Read That Agreement Before You Sign or Leap
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Having the most unfair agreement will cause the lender or AMC to lose those appraisers
I recently ran across the provision below in a new contractor agreement between an AMC and its panel appraisers, when one of LIA’s insured appraisers asked me to take a look at the agreement. The contract contained the average indemnification provision found in most unfair AMC contracts in which an appraiser promises to defend and reimburse the AMC for “any and all liabilities, damages, costs and expenses (including all legal fees) arising out of or relating to any claim, action, suit, complaint, liability, damage, or other proceeding” relating to appraisals done by the appraiser and a long list of other things.
But then the contract got a little more crazy:
Under this provision, the appraiser is promising to immediately pay the AMC for the AMC’s own internal costs, as well as its actual out-of-pocket costs, for responding to any legal or regulatory inquiry relating to the appraiser’s services or appraisals — at rates ranging from $200 to $500 per hour. So, to use a couple examples, if an unhappy borrower who is disappointed with the appraiser’s opinion of value complains to a state board about the AMC or if the CFPB makes a regulatory inquiry to the AMC involving an appraisal, the appraiser could then be demanded by the AMC to pay the AMC’s internal costs for responding to that matter (at $200 to $500 per hour) and also the AMC’s actual out-of-pocket expenses.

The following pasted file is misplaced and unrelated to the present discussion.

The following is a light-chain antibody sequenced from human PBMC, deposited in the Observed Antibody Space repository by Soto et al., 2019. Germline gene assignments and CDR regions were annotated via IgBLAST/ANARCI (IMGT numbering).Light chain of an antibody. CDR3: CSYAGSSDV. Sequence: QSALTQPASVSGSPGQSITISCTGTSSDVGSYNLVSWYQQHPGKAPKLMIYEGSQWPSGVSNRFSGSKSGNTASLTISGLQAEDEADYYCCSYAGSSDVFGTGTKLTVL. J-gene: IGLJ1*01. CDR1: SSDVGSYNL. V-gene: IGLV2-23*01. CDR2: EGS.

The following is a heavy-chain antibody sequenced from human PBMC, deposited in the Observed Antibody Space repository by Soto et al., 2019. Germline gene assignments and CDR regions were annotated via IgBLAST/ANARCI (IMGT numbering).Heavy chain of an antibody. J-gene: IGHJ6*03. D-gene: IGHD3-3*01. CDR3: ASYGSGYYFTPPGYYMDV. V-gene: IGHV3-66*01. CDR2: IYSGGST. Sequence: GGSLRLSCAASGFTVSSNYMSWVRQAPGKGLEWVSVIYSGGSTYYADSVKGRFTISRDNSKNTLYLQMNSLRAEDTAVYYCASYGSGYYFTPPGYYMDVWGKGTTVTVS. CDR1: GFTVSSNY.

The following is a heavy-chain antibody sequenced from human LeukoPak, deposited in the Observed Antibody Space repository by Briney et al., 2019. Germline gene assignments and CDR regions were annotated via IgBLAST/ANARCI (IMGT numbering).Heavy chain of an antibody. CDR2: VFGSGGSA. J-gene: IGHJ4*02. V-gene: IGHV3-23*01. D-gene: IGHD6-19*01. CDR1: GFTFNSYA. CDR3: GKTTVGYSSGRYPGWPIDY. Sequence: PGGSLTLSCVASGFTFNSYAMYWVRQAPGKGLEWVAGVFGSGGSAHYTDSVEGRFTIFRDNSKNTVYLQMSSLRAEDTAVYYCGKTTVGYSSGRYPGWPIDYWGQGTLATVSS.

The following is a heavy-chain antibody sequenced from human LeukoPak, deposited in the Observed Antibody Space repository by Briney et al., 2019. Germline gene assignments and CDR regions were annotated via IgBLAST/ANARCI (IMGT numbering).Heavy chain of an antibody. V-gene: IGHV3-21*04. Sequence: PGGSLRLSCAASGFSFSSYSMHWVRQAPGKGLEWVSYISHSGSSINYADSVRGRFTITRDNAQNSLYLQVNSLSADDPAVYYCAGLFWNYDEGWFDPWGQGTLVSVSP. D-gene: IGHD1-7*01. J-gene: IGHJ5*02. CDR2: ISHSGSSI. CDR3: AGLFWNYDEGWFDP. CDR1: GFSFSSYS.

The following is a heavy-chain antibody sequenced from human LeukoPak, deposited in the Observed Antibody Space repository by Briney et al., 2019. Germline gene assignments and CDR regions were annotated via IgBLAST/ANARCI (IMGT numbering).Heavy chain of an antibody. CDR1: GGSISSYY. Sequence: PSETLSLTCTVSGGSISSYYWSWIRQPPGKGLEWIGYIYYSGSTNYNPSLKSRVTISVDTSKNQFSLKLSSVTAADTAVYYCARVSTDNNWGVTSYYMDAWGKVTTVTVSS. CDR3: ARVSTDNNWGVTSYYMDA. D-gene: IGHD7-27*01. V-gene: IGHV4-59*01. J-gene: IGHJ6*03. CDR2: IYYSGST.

As a lawyer, I draft agreements like this myself. When lenders or AMCs ask me to help them with indemnification issues in their contracts, I have a frank discussion with them. I tell them, that, yes, as a clever lawyer, I could draft some very one-sided language that might sound ultra-protective and advantageous to them, and I tell them that, yes, a lot of appraisers or other contractors would actually sign a contract containing those unfair provisions. They’d sign the contract either because they don’t read the agreement, because they don’t care and have nothing to lose, or because they just need the work. But then, I have to tell them that they probably don’t want to go that route and should stick with something that is actually somewhat fair. The reason for this is threefold: (1) the lender or AMC should want to have access to a panel of appraisers who read agreements, care about what they sign, and have other options for securing appraisal work — such appraisers tend to be more stable in their careers and tend to produce higher quality appraisals; (2) having the most unfair agreement will cause the lender or AMC to lose those appraisers; and (3) in the real world of appraiser-liability litigation, very one-sided indemnification provisions have not proven to be of value to either lenders or AMCs. And, then there’s another reason: some versions of unfair indemnification provisions seen in AMC agreements violate a few states’ AMC laws.
In the context of lender-AMC-appraiser agreements, it’s not just appraisers who blindly accept liability. Indeed, in many of the service agreements that I see between lenders and AMCs, AMCs themselves readily acquiesce to the shifting of massive potential liabilities from the lender to the AMC. Many AMCs, especially those closer to the edge of insolvency, will accept any and all such provisions to win a lender’s business. If lenders think that this is offering them security, they too are wrong. And, from a risk point of view, the lender is better off focusing on the development of a viable relationship with the AMC or appraisal firm that will result in higher quality appraisal work and overall less risk. Contractual promises by the AMC to indemnify the lender for every imaginable financial loss or liability really don’t mean anything in bankruptcy court.